Written by Dr. James Lehmann on 08/2/17

What is Corneal Crosslinking?  Who is a good candidate for this treatment?

Crosslinking is a newly approved procedure that we use to stabilize abnormal corneas.  The most common condition we treat with crosslinking is called keratoconus, which is an inherited condition that leads to high astigmatism and blurry vision.  Another condition is called post-LASIK ectasia, which is a condition in which the cornea is weakened by too much surgery.

We have been performing corneal crosslinking at FPV for the last 5 years, first as a site in the FDA studies, and now after approval of the device.  We have treated over 75 patients, and the pace is increasing, as we have been treating over 10 eyes monthly since Fall 2016.  Also, we have held some continuing education programs for other doctors in the community to increase awareness about cross-linking.

It is important to know that cross linking is NOT the same as LASIK or PRK.  It is not refractive surgery, rather a procedure to strengthen a weak cornea.  It is not designed to improve vision so much as stabilize it.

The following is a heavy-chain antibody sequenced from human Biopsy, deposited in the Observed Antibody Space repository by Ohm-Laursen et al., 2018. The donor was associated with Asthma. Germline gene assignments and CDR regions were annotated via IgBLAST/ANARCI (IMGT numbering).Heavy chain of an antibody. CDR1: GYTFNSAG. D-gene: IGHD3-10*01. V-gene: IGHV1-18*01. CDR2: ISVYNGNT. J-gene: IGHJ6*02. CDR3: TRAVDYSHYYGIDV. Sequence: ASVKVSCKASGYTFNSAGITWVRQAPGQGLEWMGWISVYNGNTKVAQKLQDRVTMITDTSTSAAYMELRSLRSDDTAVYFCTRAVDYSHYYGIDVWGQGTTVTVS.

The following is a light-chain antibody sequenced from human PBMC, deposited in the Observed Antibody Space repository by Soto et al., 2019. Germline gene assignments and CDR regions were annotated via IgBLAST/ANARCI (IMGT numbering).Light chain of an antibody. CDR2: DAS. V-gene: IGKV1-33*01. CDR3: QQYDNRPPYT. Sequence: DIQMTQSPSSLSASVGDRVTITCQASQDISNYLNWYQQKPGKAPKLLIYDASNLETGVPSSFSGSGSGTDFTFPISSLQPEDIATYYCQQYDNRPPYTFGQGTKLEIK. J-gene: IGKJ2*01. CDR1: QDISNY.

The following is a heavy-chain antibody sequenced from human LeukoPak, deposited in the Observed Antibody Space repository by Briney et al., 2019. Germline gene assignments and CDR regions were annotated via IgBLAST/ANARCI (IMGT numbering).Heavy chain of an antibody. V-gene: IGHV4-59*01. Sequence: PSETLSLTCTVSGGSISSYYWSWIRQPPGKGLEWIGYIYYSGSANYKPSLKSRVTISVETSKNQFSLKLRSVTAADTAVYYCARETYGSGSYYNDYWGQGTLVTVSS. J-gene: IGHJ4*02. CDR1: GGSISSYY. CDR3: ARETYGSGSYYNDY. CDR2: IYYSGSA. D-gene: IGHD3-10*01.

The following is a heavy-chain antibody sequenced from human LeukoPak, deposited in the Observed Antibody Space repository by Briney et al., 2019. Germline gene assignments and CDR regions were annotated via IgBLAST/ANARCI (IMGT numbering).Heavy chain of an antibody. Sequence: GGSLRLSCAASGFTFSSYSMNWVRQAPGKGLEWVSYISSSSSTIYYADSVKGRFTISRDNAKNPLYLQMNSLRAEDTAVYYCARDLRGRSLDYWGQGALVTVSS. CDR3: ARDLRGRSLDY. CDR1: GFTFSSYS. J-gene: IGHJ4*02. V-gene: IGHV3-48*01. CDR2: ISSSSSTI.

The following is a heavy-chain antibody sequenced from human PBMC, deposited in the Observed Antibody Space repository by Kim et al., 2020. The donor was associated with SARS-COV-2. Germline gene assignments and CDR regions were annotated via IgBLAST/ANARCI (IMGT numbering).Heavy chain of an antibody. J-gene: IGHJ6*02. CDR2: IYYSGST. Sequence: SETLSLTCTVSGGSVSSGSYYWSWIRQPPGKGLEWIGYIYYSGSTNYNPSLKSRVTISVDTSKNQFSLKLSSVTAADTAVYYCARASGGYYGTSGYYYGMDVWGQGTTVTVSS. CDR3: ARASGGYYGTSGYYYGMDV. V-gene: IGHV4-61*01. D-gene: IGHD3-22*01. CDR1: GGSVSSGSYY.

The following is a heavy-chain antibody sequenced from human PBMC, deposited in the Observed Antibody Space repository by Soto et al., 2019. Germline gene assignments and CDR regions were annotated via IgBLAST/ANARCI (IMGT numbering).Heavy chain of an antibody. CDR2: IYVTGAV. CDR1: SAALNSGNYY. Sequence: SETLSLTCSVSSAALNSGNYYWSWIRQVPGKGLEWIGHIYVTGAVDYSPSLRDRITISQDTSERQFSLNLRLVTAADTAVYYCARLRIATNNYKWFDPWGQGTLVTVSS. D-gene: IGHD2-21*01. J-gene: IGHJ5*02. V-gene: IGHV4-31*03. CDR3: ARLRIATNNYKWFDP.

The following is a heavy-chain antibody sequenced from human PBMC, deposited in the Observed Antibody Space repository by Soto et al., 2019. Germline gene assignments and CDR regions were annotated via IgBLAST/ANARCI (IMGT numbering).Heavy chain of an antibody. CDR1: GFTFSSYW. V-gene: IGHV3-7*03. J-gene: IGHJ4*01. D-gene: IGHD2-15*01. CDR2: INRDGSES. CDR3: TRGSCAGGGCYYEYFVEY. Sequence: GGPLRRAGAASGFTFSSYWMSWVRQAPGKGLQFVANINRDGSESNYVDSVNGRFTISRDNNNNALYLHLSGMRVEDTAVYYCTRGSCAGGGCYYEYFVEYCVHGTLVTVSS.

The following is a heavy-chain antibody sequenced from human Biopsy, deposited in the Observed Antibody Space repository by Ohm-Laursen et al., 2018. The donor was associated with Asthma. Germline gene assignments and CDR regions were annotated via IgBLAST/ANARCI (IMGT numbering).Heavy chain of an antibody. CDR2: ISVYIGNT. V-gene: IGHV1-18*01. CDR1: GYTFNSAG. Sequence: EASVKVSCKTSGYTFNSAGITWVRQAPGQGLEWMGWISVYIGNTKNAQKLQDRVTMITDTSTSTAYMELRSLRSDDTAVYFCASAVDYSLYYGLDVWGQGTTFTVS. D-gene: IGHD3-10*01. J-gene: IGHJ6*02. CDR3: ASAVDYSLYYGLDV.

Also, cross linking is performed in the office with mild sedation.  It takes about 1 hour to perform the procedure, and patients generally return to school or work 3 days after the procedure.  Usually there is some discomfort after the procedure, so that is one reason why we treat one eye at a time.  Additionally, the vision can be blurry for up to 3-4 weeks, another reason why we prefer treating the eyes sequentially.

In summary, we are happy to be leaders of corneal crosslinking in South Texas.  We have the most experience with this procedure, and our Lisa Navarro is standing by at 210-614-3600 to answer any questions you may have.  Please visit our page here to learn more about crosslinking and other treatments for keratoconus and corneal ectasia.